On the recent episode of “The Doctors,” a day-time health talk show that often features celebrity guest, Miller slowly stood up, and, with the help of a walker, took several very small steps on stage. The audience applauded her, and in the caption to a clip of the moment she shared on Instagram, Miller wrote about how emotional she felt.
“Watching this made me cry!,” Miller wrote. “Thank you @thedoctorstv for letting me share my story with the world! Dr Lawrence Piro, Dr Hooman Mellomed, Dr Christopher Boudakian, Dr Simoni for your wisdom and kindness. My PT was so amazing, CRI is the best! I’m not nearly as strong as I was during this taping. I have a long way to go – if there’s 1 thing I know, it’s that I’m a fighter and there’s no such thing as ‘can’t’!”
On the same episode of “The Doctors,” Dr. Lawrence Piro, an oncologist and the President and CEO of The Angeles Clinic and Research Institute (an affiliate of the Cedars-Sinai Medical Canter) said, “The minute Abby was in remission, she took off, trying to get her life back.” Miller smiled and nodded her head at this, as Dr. Piro continued, “right after we finished (treatment) she took off to Pittsburgh to film a new season of ‘Dance Moms.’ And she was running at full-tilt doing it all.’”
Dr. Piro shared that, although Miller is in remission for her cancer, 10-20 percent of people with Burkitt lymphoma experience a recurrence (meaning their cancer comes back), indicating that Miller will need to be closely monitored.
Abby Lee’s Cancer Journey Has Been Challenging Both Physically and Emotionally
After the back surgery that left her in a wheelchair last year, Miller shared that the doctors who operated on her spine had found that there was a cancerous tumor wrapped around her spinal cord, which Miller described as “choking” her spine. The cancer diagnosis was hard on Miller, but in an interview with “Good Morning America” back in May, she shared that it was a blessing that she had the surgery—and found the cancer—when she did.
“I would have been dead,” Miller said.” I was paralyzed from the neck down—no movement. Because this cancer—this lymphoma—was choking my spinal cord.”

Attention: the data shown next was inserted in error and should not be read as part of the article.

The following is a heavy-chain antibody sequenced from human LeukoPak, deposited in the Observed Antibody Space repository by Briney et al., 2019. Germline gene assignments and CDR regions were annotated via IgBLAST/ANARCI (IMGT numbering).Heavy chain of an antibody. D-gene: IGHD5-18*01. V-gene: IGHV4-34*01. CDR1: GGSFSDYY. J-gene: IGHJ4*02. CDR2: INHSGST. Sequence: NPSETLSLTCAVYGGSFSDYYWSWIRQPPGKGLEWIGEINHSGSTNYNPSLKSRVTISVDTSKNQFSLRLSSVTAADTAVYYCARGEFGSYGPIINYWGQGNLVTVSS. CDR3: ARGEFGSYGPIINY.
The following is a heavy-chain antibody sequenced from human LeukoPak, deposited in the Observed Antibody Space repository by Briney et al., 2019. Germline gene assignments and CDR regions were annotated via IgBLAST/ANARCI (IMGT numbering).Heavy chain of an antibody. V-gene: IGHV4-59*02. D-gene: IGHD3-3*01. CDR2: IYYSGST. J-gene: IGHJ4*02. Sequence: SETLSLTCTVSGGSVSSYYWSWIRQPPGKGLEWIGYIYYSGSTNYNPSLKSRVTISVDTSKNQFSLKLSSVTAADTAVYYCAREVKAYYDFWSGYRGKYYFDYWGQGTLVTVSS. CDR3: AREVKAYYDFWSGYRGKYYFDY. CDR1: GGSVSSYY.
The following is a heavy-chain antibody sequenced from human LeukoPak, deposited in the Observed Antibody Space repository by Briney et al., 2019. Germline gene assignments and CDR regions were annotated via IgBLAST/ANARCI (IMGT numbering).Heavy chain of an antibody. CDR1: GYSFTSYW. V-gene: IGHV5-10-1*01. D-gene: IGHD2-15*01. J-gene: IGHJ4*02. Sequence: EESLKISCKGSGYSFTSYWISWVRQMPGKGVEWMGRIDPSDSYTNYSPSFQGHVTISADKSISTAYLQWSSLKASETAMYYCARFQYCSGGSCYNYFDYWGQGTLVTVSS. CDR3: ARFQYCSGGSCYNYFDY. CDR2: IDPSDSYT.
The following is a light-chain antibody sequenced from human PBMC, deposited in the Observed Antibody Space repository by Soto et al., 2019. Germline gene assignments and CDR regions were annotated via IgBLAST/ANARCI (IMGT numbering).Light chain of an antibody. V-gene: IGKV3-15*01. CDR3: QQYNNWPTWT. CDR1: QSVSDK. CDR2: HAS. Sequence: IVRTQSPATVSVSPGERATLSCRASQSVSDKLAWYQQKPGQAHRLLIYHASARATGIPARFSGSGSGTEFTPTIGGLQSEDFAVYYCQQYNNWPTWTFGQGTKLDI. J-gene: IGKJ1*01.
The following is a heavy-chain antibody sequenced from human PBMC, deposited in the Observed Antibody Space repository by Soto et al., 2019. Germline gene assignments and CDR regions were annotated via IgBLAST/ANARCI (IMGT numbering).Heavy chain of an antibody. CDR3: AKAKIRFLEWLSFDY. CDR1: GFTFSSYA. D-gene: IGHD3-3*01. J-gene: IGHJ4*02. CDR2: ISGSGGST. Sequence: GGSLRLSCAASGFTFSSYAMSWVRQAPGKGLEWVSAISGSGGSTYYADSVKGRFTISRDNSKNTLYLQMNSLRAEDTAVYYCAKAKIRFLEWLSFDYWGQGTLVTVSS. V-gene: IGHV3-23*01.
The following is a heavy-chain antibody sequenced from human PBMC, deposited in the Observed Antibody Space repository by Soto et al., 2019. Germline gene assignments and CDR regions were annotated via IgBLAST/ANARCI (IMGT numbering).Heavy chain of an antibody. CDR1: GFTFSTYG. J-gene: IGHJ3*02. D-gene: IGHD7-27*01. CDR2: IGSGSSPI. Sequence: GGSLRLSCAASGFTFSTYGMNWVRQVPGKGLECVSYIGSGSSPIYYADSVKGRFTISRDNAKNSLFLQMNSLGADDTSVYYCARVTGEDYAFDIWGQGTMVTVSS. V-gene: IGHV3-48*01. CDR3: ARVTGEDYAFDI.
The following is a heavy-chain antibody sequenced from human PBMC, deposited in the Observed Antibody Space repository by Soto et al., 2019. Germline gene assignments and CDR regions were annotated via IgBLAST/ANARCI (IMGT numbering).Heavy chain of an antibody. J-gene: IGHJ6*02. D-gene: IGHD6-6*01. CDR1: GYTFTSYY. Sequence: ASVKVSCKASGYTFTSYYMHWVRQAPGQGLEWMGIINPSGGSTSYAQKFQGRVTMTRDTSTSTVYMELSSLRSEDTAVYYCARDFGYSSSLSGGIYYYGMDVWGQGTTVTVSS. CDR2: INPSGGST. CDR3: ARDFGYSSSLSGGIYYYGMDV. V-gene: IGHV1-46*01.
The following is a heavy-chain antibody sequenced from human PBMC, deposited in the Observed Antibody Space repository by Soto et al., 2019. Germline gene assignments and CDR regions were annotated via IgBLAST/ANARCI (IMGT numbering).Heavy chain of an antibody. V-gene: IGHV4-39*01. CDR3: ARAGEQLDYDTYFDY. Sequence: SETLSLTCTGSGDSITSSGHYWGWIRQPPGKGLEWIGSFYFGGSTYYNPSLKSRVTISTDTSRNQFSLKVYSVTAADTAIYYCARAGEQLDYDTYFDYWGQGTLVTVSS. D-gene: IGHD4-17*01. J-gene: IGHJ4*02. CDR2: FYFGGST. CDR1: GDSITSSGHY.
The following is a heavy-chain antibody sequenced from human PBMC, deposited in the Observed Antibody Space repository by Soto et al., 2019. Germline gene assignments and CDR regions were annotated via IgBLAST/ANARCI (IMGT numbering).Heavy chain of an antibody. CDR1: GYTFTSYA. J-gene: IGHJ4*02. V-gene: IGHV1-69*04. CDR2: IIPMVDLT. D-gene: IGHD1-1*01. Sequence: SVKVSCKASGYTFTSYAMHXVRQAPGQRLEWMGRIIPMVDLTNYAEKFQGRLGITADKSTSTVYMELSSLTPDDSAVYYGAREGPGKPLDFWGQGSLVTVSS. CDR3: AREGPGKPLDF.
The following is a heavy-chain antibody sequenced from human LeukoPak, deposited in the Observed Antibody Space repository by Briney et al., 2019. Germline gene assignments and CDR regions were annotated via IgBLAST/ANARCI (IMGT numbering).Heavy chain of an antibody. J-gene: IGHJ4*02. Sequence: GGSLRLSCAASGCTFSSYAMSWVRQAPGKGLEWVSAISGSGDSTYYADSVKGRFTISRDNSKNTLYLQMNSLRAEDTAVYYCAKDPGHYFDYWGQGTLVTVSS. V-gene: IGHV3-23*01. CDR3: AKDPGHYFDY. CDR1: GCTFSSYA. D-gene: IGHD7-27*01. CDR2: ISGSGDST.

Cancer treatment varies across different lymphoma types, and in Miller’s case was chemotherapy and surgery. After her back surgery, Miller underwent six rounds of chemotherapy.
In June, the “Dance Moms” star appeared in her mechanical wheelchair on an interview with E! News’ “Daily Pop,” during which she opened up about the challenges of her cancer journey and the emotional effects that the past year have had on her. One of the challenging questions posed to Miller during the interview was whether she now had to ask for help—and whether she had trouble doing so.
“I still do everything!” Miller said defensively. But she also shared that she had learned to rely on other people—including strangers—to grab things for her, hold doors, and navigate areas that are not accessible to people in wheelchairs.
“These are perfect strangers…and yet, I rely on them all the time,” Miller said. “It renews your faith in humankind and that people are genuinely nice and helpful.”
Going through a cancer diagnosis and treatment is difficult on its own—but we know from survivors that even after beating cancer, hurdles often remain, including dealing with lingering physical limitations, returning to work, and navigating dicey relationships with people who might not understand the nuances of a cancer journey. While Miller has shared that she is cancer-free, her journey isn’t over.